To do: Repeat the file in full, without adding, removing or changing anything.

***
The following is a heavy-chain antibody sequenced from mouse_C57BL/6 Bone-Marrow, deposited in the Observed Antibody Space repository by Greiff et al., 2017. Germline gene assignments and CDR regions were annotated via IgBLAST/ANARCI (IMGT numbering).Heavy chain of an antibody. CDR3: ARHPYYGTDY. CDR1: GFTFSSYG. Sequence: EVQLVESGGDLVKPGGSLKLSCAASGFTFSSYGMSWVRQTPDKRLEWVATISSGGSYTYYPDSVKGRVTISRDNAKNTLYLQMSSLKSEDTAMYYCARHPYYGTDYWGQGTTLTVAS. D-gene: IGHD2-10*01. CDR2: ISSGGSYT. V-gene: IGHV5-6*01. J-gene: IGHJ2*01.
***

The following is a heavy-chain antibody sequenced from mouse_C57BL/6 Bone-Marrow, deposited in the Observed Antibody Space repository by Greiff et al., 2017. Germline gene assignments and CDR regions were annotated via IgBLAST/ANARCI (IMGT numbering).Heavy chain of an antibody. CDR3: ARHPYYGTDY. CDR1: GFTFSSYG. Sequence: EVQLVESGGDLVKPGGSLKLSCAASGFTFSSYGMSWVRQTPDKRLEWVATISSGGSYTYYPDSVKGRVTISRDNAKNTLYLQMSSLKSEDTAMYYCARHPYYGTDYWGQGTTLTVAS. D-gene: IGHD2-10*01. CDR2: ISSGGSYT. V-gene: IGHV5-6*01. J-gene: IGHJ2*01.